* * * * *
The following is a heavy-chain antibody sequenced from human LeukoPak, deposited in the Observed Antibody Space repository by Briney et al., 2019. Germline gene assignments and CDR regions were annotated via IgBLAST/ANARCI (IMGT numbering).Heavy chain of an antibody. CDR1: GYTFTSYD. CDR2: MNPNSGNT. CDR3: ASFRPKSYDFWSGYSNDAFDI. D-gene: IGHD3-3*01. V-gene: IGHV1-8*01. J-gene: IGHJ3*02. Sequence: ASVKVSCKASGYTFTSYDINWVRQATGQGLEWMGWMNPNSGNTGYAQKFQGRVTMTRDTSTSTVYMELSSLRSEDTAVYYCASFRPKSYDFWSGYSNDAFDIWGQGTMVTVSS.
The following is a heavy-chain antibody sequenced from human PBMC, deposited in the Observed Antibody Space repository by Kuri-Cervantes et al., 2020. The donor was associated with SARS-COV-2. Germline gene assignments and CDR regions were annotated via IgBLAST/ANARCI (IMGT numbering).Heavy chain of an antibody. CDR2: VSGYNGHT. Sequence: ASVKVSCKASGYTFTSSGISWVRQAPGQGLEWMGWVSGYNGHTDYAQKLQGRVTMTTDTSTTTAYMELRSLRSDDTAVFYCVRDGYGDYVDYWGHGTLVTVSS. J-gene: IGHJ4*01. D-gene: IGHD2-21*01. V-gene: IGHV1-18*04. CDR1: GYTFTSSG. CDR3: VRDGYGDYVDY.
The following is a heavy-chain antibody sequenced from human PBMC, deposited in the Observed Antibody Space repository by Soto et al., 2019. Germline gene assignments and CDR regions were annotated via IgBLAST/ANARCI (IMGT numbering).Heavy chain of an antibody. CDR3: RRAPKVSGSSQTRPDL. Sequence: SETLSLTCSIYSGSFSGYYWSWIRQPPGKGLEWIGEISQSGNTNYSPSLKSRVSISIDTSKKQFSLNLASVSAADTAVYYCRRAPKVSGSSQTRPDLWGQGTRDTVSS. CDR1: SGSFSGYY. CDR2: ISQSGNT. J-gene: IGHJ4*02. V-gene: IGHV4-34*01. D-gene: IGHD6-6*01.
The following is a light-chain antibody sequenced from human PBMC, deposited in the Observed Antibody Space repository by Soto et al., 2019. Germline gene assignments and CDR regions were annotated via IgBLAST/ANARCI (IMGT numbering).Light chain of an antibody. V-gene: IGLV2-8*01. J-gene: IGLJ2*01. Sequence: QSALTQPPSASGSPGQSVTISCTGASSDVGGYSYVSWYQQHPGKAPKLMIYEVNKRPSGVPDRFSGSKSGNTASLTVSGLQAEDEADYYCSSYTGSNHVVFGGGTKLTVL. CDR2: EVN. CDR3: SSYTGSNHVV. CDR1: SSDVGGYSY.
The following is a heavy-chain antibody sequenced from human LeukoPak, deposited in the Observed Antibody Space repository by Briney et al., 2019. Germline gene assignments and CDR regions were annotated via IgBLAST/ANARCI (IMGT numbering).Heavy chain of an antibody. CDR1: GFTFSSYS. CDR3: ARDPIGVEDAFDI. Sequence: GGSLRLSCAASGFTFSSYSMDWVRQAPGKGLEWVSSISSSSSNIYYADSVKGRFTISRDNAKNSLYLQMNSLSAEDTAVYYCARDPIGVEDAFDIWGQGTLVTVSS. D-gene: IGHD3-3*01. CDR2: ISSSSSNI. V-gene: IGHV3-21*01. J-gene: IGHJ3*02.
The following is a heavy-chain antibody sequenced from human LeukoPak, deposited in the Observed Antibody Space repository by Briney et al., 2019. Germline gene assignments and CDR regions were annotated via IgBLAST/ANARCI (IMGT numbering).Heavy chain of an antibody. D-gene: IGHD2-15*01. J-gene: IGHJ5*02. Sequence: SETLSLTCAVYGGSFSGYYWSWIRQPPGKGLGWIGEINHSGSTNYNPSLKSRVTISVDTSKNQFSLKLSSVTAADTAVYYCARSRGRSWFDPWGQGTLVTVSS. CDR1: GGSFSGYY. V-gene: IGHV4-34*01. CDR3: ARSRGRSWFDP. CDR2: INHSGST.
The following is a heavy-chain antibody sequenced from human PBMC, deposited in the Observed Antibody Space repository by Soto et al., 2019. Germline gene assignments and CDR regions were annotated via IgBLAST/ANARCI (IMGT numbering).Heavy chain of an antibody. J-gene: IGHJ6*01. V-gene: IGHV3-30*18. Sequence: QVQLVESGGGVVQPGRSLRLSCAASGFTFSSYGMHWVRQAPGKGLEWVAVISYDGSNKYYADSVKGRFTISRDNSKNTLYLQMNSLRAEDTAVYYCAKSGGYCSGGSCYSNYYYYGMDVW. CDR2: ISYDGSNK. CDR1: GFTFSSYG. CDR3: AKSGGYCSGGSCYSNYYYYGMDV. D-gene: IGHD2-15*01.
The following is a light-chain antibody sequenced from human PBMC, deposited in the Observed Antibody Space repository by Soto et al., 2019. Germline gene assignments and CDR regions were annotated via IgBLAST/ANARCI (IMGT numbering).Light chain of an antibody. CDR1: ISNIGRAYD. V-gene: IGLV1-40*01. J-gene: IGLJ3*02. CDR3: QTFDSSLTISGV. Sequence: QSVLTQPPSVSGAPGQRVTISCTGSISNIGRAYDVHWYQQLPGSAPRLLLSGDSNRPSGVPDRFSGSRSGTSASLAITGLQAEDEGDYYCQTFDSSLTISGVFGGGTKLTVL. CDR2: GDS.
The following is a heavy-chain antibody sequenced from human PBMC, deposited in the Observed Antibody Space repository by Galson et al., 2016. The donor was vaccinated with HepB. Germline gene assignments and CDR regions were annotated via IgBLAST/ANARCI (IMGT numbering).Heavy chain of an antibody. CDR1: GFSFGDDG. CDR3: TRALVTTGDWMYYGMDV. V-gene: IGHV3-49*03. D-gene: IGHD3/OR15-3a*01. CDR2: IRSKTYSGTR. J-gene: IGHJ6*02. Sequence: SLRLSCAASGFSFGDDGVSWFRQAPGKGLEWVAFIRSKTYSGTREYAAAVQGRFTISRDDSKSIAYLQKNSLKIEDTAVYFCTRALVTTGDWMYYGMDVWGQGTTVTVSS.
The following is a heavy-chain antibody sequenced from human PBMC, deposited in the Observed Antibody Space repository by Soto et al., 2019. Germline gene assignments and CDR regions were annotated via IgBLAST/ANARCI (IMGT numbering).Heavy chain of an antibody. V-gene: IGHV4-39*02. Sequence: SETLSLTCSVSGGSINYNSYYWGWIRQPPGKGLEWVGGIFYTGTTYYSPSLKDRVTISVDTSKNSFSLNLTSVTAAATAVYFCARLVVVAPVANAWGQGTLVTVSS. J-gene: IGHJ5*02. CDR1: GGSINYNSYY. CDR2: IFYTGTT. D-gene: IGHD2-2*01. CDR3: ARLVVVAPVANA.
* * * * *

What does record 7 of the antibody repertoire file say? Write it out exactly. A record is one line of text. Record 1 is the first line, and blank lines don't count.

The following is a heavy-chain antibody sequenced from human PBMC, deposited in the Observed Antibody Space repository by Soto et al., 2019. Germline gene assignments and CDR regions were annotated via IgBLAST/ANARCI (IMGT numbering).Heavy chain of an antibody. J-gene: IGHJ6*01. V-gene: IGHV3-30*18. Sequence: QVQLVESGGGVVQPGRSLRLSCAASGFTFSSYGMHWVRQAPGKGLEWVAVISYDGSNKYYADSVKGRFTISRDNSKNTLYLQMNSLRAEDTAVYYCAKSGGYCSGGSCYSNYYYYGMDVW. CDR2: ISYDGSNK. CDR1: GFTFSSYG. CDR3: AKSGGYCSGGSCYSNYYYYGMDV. D-gene: IGHD2-15*01.